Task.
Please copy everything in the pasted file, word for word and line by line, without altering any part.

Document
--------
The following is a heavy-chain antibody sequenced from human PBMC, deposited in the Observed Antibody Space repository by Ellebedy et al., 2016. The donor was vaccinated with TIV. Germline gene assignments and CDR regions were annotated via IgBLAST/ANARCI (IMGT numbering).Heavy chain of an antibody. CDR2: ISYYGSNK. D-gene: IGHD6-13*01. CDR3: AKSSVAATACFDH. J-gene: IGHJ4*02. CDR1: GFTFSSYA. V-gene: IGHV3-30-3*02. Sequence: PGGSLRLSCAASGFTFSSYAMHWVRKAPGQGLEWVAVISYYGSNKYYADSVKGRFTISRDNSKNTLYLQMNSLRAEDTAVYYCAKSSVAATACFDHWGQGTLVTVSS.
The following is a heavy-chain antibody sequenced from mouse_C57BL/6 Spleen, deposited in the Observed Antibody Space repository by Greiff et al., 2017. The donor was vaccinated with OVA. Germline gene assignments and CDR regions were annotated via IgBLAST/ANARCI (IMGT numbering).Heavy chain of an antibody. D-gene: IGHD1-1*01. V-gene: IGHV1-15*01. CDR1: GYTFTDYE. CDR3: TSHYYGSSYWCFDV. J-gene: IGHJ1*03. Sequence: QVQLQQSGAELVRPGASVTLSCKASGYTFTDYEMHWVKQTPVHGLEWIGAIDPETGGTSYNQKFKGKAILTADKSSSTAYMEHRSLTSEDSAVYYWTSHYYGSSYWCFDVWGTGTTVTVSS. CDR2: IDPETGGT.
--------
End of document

The following is a heavy-chain antibody sequenced from human PBMC, deposited in the Observed Antibody Space repository by Ellebedy et al., 2016. The donor was vaccinated with TIV. Germline gene assignments and CDR regions were annotated via IgBLAST/ANARCI (IMGT numbering).Heavy chain of an antibody. CDR2: ISYYGSNK. D-gene: IGHD6-13*01. CDR3: AKSSVAATACFDH. J-gene: IGHJ4*02. CDR1: GFTFSSYA. V-gene: IGHV3-30-3*02. Sequence: PGGSLRLSCAASGFTFSSYAMHWVRKAPGQGLEWVAVISYYGSNKYYADSVKGRFTISRDNSKNTLYLQMNSLRAEDTAVYYCAKSSVAATACFDHWGQGTLVTVSS.
The following is a heavy-chain antibody sequenced from mouse_C57BL/6 Spleen, deposited in the Observed Antibody Space repository by Greiff et al., 2017. The donor was vaccinated with OVA. Germline gene assignments and CDR regions were annotated via IgBLAST/ANARCI (IMGT numbering).Heavy chain of an antibody. D-gene: IGHD1-1*01. V-gene: IGHV1-15*01. CDR1: GYTFTDYE. CDR3: TSHYYGSSYWCFDV. J-gene: IGHJ1*03. Sequence: QVQLQQSGAELVRPGASVTLSCKASGYTFTDYEMHWVKQTPVHGLEWIGAIDPETGGTSYNQKFKGKAILTADKSSSTAYMEHRSLTSEDSAVYYWTSHYYGSSYWCFDVWGTGTTVTVSS. CDR2: IDPETGGT.